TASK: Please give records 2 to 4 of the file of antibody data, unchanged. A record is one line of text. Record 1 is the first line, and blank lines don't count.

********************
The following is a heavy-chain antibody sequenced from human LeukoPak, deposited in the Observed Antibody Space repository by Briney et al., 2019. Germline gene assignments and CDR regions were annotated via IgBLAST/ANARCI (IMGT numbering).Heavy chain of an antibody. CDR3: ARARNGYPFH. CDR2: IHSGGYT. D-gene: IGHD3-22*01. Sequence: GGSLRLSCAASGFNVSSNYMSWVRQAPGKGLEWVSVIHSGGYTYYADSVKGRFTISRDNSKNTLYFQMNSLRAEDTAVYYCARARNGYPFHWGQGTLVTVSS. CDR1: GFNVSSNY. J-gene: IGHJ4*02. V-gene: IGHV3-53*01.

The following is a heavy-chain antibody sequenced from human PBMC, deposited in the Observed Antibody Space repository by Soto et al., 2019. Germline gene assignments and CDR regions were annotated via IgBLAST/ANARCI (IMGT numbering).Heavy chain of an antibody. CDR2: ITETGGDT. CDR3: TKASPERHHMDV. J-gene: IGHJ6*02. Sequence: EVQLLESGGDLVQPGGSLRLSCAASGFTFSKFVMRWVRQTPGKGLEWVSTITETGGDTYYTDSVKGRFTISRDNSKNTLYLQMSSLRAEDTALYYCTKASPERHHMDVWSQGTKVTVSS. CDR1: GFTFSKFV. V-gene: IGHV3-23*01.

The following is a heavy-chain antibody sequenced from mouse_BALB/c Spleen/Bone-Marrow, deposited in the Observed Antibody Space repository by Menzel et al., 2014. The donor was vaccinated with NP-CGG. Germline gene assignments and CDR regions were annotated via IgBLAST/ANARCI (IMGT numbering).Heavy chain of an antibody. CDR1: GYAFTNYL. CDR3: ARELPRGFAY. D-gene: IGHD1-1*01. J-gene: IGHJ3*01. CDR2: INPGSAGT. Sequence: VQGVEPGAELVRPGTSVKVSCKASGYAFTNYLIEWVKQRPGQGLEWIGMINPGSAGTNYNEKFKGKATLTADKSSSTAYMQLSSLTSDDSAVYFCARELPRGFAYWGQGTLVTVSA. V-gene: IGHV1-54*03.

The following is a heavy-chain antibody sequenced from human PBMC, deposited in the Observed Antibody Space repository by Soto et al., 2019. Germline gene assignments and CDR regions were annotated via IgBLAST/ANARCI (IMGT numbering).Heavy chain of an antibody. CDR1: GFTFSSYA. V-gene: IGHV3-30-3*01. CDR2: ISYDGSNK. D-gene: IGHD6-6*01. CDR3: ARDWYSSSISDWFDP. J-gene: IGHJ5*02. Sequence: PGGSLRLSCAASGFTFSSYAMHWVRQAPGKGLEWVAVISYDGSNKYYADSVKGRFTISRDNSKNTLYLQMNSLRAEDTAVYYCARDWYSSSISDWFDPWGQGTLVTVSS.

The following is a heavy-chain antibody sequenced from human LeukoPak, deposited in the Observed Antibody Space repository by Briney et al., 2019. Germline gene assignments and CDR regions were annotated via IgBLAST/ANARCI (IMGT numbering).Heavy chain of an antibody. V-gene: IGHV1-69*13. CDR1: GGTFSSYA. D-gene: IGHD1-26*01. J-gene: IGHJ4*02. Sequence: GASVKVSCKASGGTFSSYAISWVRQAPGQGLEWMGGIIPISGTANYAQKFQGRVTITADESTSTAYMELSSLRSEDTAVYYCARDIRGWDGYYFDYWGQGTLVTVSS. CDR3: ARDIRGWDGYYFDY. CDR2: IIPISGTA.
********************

The following is a heavy-chain antibody sequenced from human PBMC, deposited in the Observed Antibody Space repository by Soto et al., 2019. Germline gene assignments and CDR regions were annotated via IgBLAST/ANARCI (IMGT numbering).Heavy chain of an antibody. CDR2: ITETGGDT. CDR3: TKASPERHHMDV. J-gene: IGHJ6*02. Sequence: EVQLLESGGDLVQPGGSLRLSCAASGFTFSKFVMRWVRQTPGKGLEWVSTITETGGDTYYTDSVKGRFTISRDNSKNTLYLQMSSLRAEDTALYYCTKASPERHHMDVWSQGTKVTVSS. CDR1: GFTFSKFV. V-gene: IGHV3-23*01.

The following is a heavy-chain antibody sequenced from mouse_BALB/c Spleen/Bone-Marrow, deposited in the Observed Antibody Space repository by Menzel et al., 2014. The donor was vaccinated with NP-CGG. Germline gene assignments and CDR regions were annotated via IgBLAST/ANARCI (IMGT numbering).Heavy chain of an antibody. CDR1: GYAFTNYL. CDR3: ARELPRGFAY. D-gene: IGHD1-1*01. J-gene: IGHJ3*01. CDR2: INPGSAGT. Sequence: VQGVEPGAELVRPGTSVKVSCKASGYAFTNYLIEWVKQRPGQGLEWIGMINPGSAGTNYNEKFKGKATLTADKSSSTAYMQLSSLTSDDSAVYFCARELPRGFAYWGQGTLVTVSA. V-gene: IGHV1-54*03.

The following is a heavy-chain antibody sequenced from human PBMC, deposited in the Observed Antibody Space repository by Soto et al., 2019. Germline gene assignments and CDR regions were annotated via IgBLAST/ANARCI (IMGT numbering).Heavy chain of an antibody. CDR1: GFTFSSYA. V-gene: IGHV3-30-3*01. CDR2: ISYDGSNK. D-gene: IGHD6-6*01. CDR3: ARDWYSSSISDWFDP. J-gene: IGHJ5*02. Sequence: PGGSLRLSCAASGFTFSSYAMHWVRQAPGKGLEWVAVISYDGSNKYYADSVKGRFTISRDNSKNTLYLQMNSLRAEDTAVYYCARDWYSSSISDWFDPWGQGTLVTVSS.